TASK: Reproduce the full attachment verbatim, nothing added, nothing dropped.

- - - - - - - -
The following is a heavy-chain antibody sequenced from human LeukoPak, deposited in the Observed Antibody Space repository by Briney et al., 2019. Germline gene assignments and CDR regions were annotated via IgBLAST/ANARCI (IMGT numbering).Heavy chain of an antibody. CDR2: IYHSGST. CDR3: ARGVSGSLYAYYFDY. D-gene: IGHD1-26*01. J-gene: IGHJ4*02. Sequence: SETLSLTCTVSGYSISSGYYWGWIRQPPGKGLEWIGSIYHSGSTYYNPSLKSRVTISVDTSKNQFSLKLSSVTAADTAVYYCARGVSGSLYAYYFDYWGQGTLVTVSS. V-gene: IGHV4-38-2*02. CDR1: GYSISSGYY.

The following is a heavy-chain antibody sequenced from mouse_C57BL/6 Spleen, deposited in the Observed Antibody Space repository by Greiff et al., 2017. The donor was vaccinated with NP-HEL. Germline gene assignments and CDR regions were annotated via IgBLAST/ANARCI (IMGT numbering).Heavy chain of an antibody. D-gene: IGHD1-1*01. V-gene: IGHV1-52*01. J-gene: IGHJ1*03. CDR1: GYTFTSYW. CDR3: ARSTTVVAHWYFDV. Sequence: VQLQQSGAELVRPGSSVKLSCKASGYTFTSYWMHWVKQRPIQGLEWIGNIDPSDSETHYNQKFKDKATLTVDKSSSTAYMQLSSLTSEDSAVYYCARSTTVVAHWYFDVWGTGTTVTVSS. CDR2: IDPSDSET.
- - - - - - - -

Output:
The following is a heavy-chain antibody sequenced from human LeukoPak, deposited in the Observed Antibody Space repository by Briney et al., 2019. Germline gene assignments and CDR regions were annotated via IgBLAST/ANARCI (IMGT numbering).Heavy chain of an antibody. CDR2: IYHSGST. CDR3: ARGVSGSLYAYYFDY. D-gene: IGHD1-26*01. J-gene: IGHJ4*02. Sequence: SETLSLTCTVSGYSISSGYYWGWIRQPPGKGLEWIGSIYHSGSTYYNPSLKSRVTISVDTSKNQFSLKLSSVTAADTAVYYCARGVSGSLYAYYFDYWGQGTLVTVSS. V-gene: IGHV4-38-2*02. CDR1: GYSISSGYY.

The following is a heavy-chain antibody sequenced from mouse_C57BL/6 Spleen, deposited in the Observed Antibody Space repository by Greiff et al., 2017. The donor was vaccinated with NP-HEL. Germline gene assignments and CDR regions were annotated via IgBLAST/ANARCI (IMGT numbering).Heavy chain of an antibody. D-gene: IGHD1-1*01. V-gene: IGHV1-52*01. J-gene: IGHJ1*03. CDR1: GYTFTSYW. CDR3: ARSTTVVAHWYFDV. Sequence: VQLQQSGAELVRPGSSVKLSCKASGYTFTSYWMHWVKQRPIQGLEWIGNIDPSDSETHYNQKFKDKATLTVDKSSSTAYMQLSSLTSEDSAVYYCARSTTVVAHWYFDVWGTGTTVTVSS. CDR2: IDPSDSET.